From the makers of one of the most addictive, time consuming strategy games of all time comes Sid Meier’s Ace Patrol, an exceptional World War I-themed strategy game. If you downloaded the title with visions of white knuckle turns, machine gun fire lighting up the sky, and frantic maneuvering as you engage in dogfights over enemy lines, think again—this is a Sid Meier title, after all, and that means an exceptionally deep, but slowly paced, turn-based strategy game. While mobile games have adapted the frenetic pace of their console cousins, Sid Meier continues to cut his own path—preferring nuance, balance, and game mechanics that require more thought than reflexes. See all app reviews.
The game is free to play, though after a handful of missions you’ll be asked to shell out for the complete British campaign (£0.69) or one of the various campaign packs, such as the French, German, and American campaigns. Each campaign has nearly 20 missions, and though they play similarly, there are nice touches like accents, pilot portraits, and authentic aircraft of the flag you’re flying. Take a look at Candy Crush Saga review.
The core combat is again, turn based, so you’ll see all of the available locations your plane can go and if they can attack the enemy plane. Animations will be initiated if you’re firing on an enemy plane or zeppelin, for example, though you’re not directly controlling the aircraft. It’s essentially chess with planes, with each plane and pilot offering different abilities and advantages.
Each mission you embark on will allow you an opportunity to upgrade your craft, improve your pilots' skills, and see them rise up the ranks. In a subtle but charming touch, your pilot’s portrait will change from a smiling, clean shaved rookie to a well-decorated, medal wearing veteran. The missions will see you defend targets, engage in combat with enemy fighters, and target enemy structures and zeppelins. Unfortunately, the mission variety leaves something to be desired: While there are several different types, they all follow a similar formula and are usually small scale engagements. The sky never feels clouded by flak fire and the streams of dozens of dogfighting planes.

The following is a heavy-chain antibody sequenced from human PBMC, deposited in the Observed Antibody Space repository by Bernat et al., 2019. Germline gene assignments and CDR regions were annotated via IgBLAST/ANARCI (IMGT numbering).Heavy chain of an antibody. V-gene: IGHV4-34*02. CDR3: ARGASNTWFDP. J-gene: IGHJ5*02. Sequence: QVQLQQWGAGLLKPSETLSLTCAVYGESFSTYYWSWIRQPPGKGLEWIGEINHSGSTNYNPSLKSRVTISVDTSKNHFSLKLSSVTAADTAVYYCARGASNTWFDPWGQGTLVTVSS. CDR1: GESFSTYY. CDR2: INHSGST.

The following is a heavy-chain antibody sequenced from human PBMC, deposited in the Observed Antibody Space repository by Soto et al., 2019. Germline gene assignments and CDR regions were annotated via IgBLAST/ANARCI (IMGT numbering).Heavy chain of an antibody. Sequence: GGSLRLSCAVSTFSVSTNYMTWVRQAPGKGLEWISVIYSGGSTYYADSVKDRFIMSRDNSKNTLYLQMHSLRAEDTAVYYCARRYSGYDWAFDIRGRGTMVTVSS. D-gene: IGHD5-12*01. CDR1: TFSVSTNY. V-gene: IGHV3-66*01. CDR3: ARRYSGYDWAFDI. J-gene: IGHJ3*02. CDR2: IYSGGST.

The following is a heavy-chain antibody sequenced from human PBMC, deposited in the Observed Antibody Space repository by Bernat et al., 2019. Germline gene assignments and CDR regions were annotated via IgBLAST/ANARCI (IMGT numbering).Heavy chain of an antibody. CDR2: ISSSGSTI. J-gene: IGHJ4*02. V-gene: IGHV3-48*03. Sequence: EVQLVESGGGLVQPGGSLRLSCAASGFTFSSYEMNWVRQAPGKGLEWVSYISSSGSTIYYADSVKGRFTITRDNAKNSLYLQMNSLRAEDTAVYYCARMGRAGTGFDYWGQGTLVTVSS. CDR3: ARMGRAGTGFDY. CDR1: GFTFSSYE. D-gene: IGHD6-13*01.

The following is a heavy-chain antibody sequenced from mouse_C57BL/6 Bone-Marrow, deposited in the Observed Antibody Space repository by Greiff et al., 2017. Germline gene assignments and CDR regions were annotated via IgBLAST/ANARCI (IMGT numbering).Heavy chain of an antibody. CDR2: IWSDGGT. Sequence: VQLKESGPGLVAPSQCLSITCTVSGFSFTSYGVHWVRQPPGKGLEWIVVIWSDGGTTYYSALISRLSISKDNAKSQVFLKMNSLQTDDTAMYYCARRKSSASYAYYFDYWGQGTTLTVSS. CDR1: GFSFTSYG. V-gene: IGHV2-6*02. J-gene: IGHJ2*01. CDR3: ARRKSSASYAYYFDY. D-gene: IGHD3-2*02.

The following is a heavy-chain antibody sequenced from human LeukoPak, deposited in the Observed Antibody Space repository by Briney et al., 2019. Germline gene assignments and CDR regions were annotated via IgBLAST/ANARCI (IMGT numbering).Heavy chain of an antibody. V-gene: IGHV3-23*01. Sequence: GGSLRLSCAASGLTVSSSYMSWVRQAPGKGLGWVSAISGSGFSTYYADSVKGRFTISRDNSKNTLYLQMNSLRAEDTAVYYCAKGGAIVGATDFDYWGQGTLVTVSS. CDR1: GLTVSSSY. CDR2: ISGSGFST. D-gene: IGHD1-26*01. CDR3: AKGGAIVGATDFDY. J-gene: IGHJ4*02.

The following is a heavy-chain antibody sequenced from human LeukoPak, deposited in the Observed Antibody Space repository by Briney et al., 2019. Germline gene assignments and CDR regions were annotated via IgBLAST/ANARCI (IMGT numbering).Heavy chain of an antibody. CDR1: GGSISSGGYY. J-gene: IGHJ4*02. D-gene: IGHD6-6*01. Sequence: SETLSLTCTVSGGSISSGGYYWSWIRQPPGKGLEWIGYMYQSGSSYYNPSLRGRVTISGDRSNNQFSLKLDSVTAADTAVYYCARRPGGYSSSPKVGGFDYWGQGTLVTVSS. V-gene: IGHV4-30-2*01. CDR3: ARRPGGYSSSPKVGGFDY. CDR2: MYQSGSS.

You'll become invested in your pilot's success, but keeping them alive won't be easy. The game does a good job of holding your hand during the first few missions, but as you progress, you'll start encountering more challenging enemies that want nothing more than to blow your plans out of the sky. If you lose a pilot behind enemy lines, you have to wait to Christmas for a prisoner exchange (which coincidentally always fell at the end of a campaign for me). The issue is that the last mission in every campaign requires you to use all of your pilots, and so if you have only one pilot, you might as well opt to skip the mission, be awarded no points, and get all of your pilots back.
You unfortunately can’t replay specific missions, even failed ones, which can be exceptionally frustrating if one of your pilots gets downed and isn’t available for several missions.